The sudden involvement of the U.S. military in Libya has prompted some intense debate over whether the executive branch has the right to pursue military action against a foreign power without consulting Congress.
By all indications, the White House has complied with the language of the War Powers Resolution, which essentially says, "Gosh, it would be nice if you let us know in advance if you're going to start warring with people, but if you can't for some reason, you know, just send us a letter within 48 hours, okay?"
That said, an emailer reminds me that once upon a time, Vice President Joe Biden waged a mini-campaign against the Bush White House potentially waging unlateral war in Iran. Here's Biden on the campaign trail in New Hampshire in November of 2007:
QUESTIONER: "I have a great fear that say you're elected as the nominee of the party. Next August sometime during the summer, Dick Cheney and George are going to bomb Iran."
BIDEN: "Legitimate concern."
QUESTIONER: "What can you do about it?"
BIDEN: "I am not one, who if you've observed me for some time, I am not one who's engaged in excessive populist rhetoric. I'm not one that pits the rich against the poor. I'm not one who's gone out there and made false threats against presidents about, and god love him he's a great guy, I'm not Dennis Kucinich saying impeach everybody now. But let me tell you, I have written an extensive legal memorandum with the help of a group of legal scholars who are sort of a stable of people, the best-known constitutional scholars in America, because for 17 years I was chairman of the Judiciary Committee.
"I asked them to put together [for] me a draft, which I'm now literally riding between towns editing, that I want to make clear and submit to the Untied States Senate pointing out the president has no authority to unilaterally attack Iran. And I want to make it clear, I want it on the record, and I want to make it clear, if he does, as chairman of the foreign relations committee and former chair of the judiciary committee, I will move to impeach him."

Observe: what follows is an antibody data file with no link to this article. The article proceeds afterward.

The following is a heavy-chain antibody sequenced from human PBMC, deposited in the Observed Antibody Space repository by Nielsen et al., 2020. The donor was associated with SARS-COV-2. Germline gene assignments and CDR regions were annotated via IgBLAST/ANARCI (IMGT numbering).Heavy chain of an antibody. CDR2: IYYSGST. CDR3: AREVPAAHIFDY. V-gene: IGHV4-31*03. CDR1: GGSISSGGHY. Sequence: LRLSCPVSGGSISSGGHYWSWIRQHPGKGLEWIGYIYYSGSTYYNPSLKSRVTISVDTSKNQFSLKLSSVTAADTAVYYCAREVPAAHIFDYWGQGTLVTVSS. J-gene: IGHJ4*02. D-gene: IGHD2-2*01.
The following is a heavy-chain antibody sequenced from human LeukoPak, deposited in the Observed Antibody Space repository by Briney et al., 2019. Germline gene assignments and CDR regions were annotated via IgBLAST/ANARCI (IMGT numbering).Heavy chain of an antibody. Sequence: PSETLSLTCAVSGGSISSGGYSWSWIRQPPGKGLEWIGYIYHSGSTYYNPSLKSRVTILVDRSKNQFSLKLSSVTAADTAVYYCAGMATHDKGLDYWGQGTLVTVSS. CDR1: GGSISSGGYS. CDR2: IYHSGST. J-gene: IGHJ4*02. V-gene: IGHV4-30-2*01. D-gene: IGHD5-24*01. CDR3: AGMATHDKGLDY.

And here's Biden a few weeks later, at the Scott County Democratic Party banquet in Davenport, Iowa, saying the same thing:
Now, it's important to realize that there's no way in the wide world that President Barack Obama is going to get impeached over this. As Dave Weigel pointed out Tuesday, the prevailing attitude in Congress over the matter of congressional approval is best exemplified by the statements made by Sens. Lindsey Graham (R-S.C.) and Jack Reed (D-R.I.), who each basically said they'd simply rubber-stamp whatever Obama wanted to do. "I'd be glad to vote on it afterwards," said Graham, all but cementing Congress' ornamental role in military conflict.
Oversight of these matters was a responsibility that Congress abdicated a long, long time ago. (It better suits the modern legislator to preserve the chance to score cheap political points off of warmaking than it does actually providing oversight over warmaking in the first place.) But it would still be interesting to see how Biden would reconcile his position in 2007 with what his executive branch is doing today.
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